More than five years into the conflict that has shattered his country, displaced half its population and killed hundreds of thousands of people, Syrian President Bashar Assad denies any responsibility for the destruction.
BEIRUT — On the day after his 51st birthday, Bashar Assad, the president of Syria, took a victory lap through the dusty streets of a destroyed and empty rebel town that his forces had starved into submission.
Smiling, with his shirt open at the collar, he led officials in dark suits past deserted shops and bombed-out buildings before telling a reporter that — despite a cease-fire deal announced by the United States and Russia — he was committed “to taking back all areas from the terrorists.” When he says terrorists, he means all who oppose him.
More than five years into the conflict that has shattered his country, displaced half its population and killed hundreds of thousands of people, Assad denies any responsibility for the destruction.
Instead, he presents himself as a reasonable head of state and the sole unifier who can end the war and reconcile Syria’s people.
That insistence, which he has clung to for years even as his forces hit civilians with gas attacks and barrel bombs, is a major impediment to sustaining a cease-fire, let alone ending the war.
The new cease-fire, less than a week old, is already tenuous, with attacks resuming across the country and aid meant for besieged residents of Aleppo, Syria’s largest city, still stuck at the Turkish border.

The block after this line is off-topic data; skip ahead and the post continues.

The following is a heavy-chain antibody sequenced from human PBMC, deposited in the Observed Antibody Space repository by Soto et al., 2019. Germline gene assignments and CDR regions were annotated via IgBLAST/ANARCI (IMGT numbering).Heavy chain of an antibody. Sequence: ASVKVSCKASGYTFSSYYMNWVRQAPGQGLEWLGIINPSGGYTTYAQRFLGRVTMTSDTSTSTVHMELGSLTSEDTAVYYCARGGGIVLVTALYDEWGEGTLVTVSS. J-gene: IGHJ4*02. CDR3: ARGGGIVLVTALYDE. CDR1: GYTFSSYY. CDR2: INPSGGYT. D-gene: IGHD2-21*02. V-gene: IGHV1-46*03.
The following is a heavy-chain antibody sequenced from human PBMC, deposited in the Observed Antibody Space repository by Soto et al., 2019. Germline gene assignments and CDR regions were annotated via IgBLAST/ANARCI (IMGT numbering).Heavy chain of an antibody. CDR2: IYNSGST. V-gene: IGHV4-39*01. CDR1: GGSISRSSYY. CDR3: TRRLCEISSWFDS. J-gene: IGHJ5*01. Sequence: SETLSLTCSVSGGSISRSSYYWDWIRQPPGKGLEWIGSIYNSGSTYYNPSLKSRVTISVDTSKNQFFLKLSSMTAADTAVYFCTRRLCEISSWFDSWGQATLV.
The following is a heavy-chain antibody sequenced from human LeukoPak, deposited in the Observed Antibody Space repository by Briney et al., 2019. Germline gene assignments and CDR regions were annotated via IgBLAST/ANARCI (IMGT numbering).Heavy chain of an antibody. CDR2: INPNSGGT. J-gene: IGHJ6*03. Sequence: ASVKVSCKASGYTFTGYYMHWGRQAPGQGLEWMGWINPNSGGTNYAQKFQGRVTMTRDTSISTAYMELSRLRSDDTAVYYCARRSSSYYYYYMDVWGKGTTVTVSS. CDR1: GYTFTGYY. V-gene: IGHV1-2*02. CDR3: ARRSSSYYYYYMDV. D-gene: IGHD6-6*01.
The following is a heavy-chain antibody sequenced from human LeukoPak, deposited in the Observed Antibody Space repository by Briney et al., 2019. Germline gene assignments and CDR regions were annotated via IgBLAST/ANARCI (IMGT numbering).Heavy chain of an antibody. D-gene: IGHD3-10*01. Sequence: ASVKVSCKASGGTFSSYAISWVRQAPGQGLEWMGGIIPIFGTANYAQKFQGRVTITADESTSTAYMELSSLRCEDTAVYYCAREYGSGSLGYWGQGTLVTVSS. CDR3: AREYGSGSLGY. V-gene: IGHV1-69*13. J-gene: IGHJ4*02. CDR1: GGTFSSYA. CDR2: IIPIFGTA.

It has also made Assad a central paradox of the war: He is secure and kept in place by foreign backers as his country splinters, although few see the war ending and Syria being put back together as long as he stays.
Although he remains a pariah to the West and scores of militant groups continue to fight to oust him, even his opponents acknowledge he has navigated his way out of the immediate threats to his rule, making the question of his fate an intractable dilemma.
The rebels are unlikely to stop fighting as long as the man they blame for most of the war’s deaths remains.
But fear of what might emerge if Assad is ousted has deterred many Syrians from joining the insurrection and may have helped prevent countries like the United States from acting more forcefully against him.
The result has been a crushing stalemate. Assad’s standing as leader of Syria is diminished — and yet stable.
“The problem is that he cannot win, and at the same time he is not losing,” said Samir Altaqi, director of the Orient Research Center in Dubai. “But at the end of the day, what is left of Syria? He is still the leader, but he lost the state.”
Recent events give the impression that Assad has succeeded in muddling through, without being held accountable.
August came and went with little mention of the anniversary of the chemical attacks by his forces that killed more than 1,000 people in 2013.